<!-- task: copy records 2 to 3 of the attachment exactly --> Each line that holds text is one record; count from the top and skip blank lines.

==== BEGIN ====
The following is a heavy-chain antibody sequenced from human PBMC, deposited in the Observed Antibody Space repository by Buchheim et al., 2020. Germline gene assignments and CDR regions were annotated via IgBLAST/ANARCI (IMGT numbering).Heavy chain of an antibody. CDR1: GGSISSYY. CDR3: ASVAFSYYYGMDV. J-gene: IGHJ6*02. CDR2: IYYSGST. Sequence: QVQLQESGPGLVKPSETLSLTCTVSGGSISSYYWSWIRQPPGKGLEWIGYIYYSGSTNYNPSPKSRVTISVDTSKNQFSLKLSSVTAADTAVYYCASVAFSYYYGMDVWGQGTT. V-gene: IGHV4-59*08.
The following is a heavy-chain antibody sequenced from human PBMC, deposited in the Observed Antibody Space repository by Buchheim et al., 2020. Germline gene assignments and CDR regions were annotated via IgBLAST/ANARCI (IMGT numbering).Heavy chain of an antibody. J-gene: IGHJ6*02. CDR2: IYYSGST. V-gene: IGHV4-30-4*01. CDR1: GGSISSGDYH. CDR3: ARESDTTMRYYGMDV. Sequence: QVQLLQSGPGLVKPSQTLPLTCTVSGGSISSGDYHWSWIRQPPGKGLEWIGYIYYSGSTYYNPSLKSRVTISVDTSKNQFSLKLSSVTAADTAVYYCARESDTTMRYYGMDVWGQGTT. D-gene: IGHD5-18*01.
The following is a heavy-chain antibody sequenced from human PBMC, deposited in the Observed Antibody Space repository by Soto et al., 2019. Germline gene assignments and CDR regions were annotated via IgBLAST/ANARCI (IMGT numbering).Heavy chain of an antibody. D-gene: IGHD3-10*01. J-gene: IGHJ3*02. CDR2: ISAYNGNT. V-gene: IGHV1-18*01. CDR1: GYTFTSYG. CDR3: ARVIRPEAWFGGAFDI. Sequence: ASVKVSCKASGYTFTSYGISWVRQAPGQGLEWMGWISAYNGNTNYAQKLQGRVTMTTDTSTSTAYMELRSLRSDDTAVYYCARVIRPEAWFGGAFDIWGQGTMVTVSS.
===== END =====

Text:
The following is a heavy-chain antibody sequenced from human PBMC, deposited in the Observed Antibody Space repository by Buchheim et al., 2020. Germline gene assignments and CDR regions were annotated via IgBLAST/ANARCI (IMGT numbering).Heavy chain of an antibody. J-gene: IGHJ6*02. CDR2: IYYSGST. V-gene: IGHV4-30-4*01. CDR1: GGSISSGDYH. CDR3: ARESDTTMRYYGMDV. Sequence: QVQLLQSGPGLVKPSQTLPLTCTVSGGSISSGDYHWSWIRQPPGKGLEWIGYIYYSGSTYYNPSLKSRVTISVDTSKNQFSLKLSSVTAADTAVYYCARESDTTMRYYGMDVWGQGTT. D-gene: IGHD5-18*01.
The following is a heavy-chain antibody sequenced from human PBMC, deposited in the Observed Antibody Space repository by Soto et al., 2019. Germline gene assignments and CDR regions were annotated via IgBLAST/ANARCI (IMGT numbering).Heavy chain of an antibody. D-gene: IGHD3-10*01. J-gene: IGHJ3*02. CDR2: ISAYNGNT. V-gene: IGHV1-18*01. CDR1: GYTFTSYG. CDR3: ARVIRPEAWFGGAFDI. Sequence: ASVKVSCKASGYTFTSYGISWVRQAPGQGLEWMGWISAYNGNTNYAQKLQGRVTMTTDTSTSTAYMELRSLRSDDTAVYYCARVIRPEAWFGGAFDIWGQGTMVTVSS.